AUGUSTA – LOST
is the acronym used to describe one of the remaining tax increases that is
still lurking in the Maine Legislature. Billed as a tool to feed more revenue
into local governments, a new study from the Maine Heritage Policy Center says passage
of the LOST in Maine would disproportionately harm low-income Mainers.
LOST stands for “Local Option Sales Tax”, and the study from MHPC was conducted with L.D. 1254, sponsored by Rep. Michael Sylvester (D – Portland) a self-described socialist who was appointed as chair of the Maine Legislature’s Labor Committee. The bill is cosponsored by a group of liberal Democrats.
L.D. 1254 would ostensibly fund opioid treatment programs with a new tax on meals and lodging, but it is unclear exactly how or what programs would benefit. The language of the bill doesn’t specifically require towns and cities to use the money they would collect through a LOST for opioid treatment. Instead it says they must identify how the money will be used when putting the issue out for a local referendum.
also towns do not get to keep all of their new LOST revenue. It requires towns
to send 15% of the revenue to the state of Maine to be redistributed to towns
without a local option sales tax.
saying low-income Mainers would be hurt by the LOST, the MHPC study says that
this type of tax increases cross-border shopping significantly. Despite claims
from some politicians that a tax on lodging and meals is effectively a “tourist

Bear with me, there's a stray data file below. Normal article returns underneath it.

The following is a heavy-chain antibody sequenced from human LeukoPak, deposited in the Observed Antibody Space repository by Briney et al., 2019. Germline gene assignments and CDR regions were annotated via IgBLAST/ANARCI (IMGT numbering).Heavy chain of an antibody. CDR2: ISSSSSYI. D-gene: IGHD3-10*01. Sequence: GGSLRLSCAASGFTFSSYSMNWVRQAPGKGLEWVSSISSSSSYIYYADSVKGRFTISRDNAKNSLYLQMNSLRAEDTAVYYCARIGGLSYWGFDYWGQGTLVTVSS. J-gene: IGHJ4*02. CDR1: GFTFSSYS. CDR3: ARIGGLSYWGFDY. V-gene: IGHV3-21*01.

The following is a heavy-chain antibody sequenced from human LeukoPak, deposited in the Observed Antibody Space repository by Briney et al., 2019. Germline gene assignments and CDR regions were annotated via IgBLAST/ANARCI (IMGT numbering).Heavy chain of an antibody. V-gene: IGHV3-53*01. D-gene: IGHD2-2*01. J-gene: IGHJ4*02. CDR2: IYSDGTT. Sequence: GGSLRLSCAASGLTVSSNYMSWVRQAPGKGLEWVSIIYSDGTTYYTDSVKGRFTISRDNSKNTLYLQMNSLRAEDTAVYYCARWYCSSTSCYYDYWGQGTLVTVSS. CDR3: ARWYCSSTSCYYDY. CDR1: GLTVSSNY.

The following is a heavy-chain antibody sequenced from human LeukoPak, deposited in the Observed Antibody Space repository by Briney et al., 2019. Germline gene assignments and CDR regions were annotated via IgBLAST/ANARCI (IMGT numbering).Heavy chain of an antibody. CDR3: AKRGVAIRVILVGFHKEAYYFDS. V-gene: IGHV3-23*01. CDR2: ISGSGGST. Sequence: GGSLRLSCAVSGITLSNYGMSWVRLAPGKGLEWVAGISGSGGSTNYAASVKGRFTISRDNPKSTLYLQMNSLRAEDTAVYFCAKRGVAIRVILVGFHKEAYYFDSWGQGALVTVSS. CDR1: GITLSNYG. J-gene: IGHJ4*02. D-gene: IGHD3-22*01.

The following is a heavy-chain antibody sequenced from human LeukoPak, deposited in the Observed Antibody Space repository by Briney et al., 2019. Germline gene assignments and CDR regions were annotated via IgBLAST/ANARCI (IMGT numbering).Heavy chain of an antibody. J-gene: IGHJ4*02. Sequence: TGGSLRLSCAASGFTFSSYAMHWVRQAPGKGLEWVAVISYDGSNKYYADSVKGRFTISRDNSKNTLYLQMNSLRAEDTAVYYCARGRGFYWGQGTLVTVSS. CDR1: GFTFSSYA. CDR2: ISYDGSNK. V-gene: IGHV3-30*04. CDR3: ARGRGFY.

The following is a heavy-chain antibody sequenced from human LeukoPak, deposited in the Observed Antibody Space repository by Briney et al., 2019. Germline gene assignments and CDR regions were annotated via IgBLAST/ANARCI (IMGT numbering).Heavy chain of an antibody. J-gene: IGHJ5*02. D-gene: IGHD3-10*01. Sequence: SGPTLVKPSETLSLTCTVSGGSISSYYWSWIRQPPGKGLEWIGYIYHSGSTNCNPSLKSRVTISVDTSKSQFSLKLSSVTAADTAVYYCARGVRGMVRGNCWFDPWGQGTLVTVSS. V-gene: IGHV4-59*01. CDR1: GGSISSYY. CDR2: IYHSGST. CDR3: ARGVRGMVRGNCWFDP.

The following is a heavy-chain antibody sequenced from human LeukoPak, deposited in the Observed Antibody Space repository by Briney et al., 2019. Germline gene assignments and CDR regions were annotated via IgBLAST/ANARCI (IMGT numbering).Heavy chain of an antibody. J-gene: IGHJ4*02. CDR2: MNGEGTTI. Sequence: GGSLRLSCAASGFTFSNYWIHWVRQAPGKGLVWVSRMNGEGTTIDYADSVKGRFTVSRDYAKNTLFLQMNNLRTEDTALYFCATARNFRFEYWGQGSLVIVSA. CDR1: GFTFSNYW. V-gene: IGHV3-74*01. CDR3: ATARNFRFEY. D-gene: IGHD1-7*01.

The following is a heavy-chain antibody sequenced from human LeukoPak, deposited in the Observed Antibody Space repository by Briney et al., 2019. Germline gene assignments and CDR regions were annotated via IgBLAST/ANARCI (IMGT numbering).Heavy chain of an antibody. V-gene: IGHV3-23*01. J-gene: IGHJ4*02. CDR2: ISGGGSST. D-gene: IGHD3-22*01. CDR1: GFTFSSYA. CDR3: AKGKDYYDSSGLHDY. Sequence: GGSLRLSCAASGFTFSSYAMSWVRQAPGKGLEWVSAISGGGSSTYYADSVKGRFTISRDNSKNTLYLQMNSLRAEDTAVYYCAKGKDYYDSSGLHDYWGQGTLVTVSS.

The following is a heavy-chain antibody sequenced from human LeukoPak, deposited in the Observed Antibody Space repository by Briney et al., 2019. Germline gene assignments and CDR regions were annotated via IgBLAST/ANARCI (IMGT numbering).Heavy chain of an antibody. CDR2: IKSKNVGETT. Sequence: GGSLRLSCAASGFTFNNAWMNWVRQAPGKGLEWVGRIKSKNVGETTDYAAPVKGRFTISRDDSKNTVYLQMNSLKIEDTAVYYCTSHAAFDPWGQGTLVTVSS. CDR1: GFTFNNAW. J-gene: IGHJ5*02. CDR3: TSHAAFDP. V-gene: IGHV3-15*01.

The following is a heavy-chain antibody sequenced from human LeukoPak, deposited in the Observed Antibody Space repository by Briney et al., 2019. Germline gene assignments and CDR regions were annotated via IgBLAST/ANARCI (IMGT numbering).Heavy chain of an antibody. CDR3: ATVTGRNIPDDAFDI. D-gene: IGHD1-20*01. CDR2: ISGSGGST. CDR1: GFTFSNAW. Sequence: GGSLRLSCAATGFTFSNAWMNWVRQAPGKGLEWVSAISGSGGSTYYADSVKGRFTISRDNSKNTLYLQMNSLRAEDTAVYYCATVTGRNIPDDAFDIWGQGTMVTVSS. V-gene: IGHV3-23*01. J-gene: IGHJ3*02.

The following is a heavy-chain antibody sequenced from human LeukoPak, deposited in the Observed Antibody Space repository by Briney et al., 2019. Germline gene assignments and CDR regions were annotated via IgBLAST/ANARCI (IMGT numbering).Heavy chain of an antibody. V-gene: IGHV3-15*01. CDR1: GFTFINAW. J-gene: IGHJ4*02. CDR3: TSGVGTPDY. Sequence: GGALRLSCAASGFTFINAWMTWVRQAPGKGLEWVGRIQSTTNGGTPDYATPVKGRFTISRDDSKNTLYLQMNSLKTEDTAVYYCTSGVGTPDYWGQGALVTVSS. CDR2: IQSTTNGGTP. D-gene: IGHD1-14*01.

tax”, MHPC says 70% of meals and 30% of lodging purchased in the state of Maine
is bought by Mainers.
the knowledge that the proposal would have a major impact on Mainers as well as
tourists, MHPC says raising taxes on meals and lodging is counterproductive.
“For a state
whose official slogan is “Vacationland,” it would be counterproductive to increase a tax that
individuals would pay when they
choose to stay here,” says the study.
says implementation of LOST in some municipalities would harm businesses in
those communities. Studies show people will travel to communities nearby that
do not have a LOST to avoid the tax, sometimes as far as 31 to 38 miles. The
study suggests that a LOST can reduce demand by 10 to 14 percent in municipality
subject to the tax, which would have a major impact on many businesses.
these reasons, MHPC suggests that the LOST tax should be shelved by the Maine
Legislature. According to their study, it would only generate significant revenue
for about ten large municipalities with major retail bases and those
municipalities mostly have a higher percentage of people living in poverty than
the statewide average.
That translates into a regressive local tax that disproportionately harms those that supporters of the LOST claim they want to help, or as the MHPC summary says, LOST would be “harmful to those who already live in poverty.”
The bill being considered is sponsored by Rep. Michael Sylvester (D – Portland) and cosponsored by the following legislators:
Senator Ben Chipman (D – Portland) Rep. Richard Farnsworth (D – Portland) Rep. Victoria Foley (D – Biddeford) Rep. Thom Harnett (D – Gardiner) Rep. Chris Kessler (D – South Portland) Rep. Matt Moonen (D – Portland) – Assistant Majority Leader Rep. Margaret O’Neil (D – Saco) Rep. John Schneck (D – Bangor)
When the Maine Legislature’s Committee on Taxation held public hearings on the proposal earlier this year, a number of groups and individuals testified on the bill.
Among those testifying in support were: Maine School Management Association; Maine Center for Economic Policy, Maine Equal Justice and the Maine Service Center Coalition.
Among those testifying in opposition were: National Federation of Independent Business; Maine State Chamber of Commerce; Retail Association of Maine; Maine Tourism Association; Hospitality Maine; Maine Heritage Policy Center and the Roost Cafe and Bistro.
You can read more about LD 1254 and view public hearing testimony by clicking here.